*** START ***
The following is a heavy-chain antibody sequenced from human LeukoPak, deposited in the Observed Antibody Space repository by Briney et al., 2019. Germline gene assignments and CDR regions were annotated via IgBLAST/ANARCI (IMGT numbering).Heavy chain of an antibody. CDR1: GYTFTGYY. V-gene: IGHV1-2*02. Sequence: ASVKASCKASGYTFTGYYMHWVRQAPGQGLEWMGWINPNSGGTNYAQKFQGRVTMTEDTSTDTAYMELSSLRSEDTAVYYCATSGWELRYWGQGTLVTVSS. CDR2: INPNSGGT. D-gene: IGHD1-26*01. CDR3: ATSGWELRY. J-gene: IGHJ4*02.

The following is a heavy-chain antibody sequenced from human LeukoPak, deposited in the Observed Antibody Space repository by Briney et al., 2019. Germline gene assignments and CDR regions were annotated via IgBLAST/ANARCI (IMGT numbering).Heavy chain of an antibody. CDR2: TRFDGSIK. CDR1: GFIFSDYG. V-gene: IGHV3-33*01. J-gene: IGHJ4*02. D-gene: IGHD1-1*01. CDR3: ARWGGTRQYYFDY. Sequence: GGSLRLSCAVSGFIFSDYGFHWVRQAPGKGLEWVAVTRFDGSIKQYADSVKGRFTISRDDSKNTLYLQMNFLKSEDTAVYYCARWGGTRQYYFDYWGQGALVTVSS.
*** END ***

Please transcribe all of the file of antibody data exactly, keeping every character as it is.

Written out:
The following is a heavy-chain antibody sequenced from human LeukoPak, deposited in the Observed Antibody Space repository by Briney et al., 2019. Germline gene assignments and CDR regions were annotated via IgBLAST/ANARCI (IMGT numbering).Heavy chain of an antibody. CDR1: GYTFTGYY. V-gene: IGHV1-2*02. Sequence: ASVKASCKASGYTFTGYYMHWVRQAPGQGLEWMGWINPNSGGTNYAQKFQGRVTMTEDTSTDTAYMELSSLRSEDTAVYYCATSGWELRYWGQGTLVTVSS. CDR2: INPNSGGT. D-gene: IGHD1-26*01. CDR3: ATSGWELRY. J-gene: IGHJ4*02.

The following is a heavy-chain antibody sequenced from human LeukoPak, deposited in the Observed Antibody Space repository by Briney et al., 2019. Germline gene assignments and CDR regions were annotated via IgBLAST/ANARCI (IMGT numbering).Heavy chain of an antibody. CDR2: TRFDGSIK. CDR1: GFIFSDYG. V-gene: IGHV3-33*01. J-gene: IGHJ4*02. D-gene: IGHD1-1*01. CDR3: ARWGGTRQYYFDY. Sequence: GGSLRLSCAVSGFIFSDYGFHWVRQAPGKGLEWVAVTRFDGSIKQYADSVKGRFTISRDDSKNTLYLQMNFLKSEDTAVYYCARWGGTRQYYFDYWGQGALVTVSS.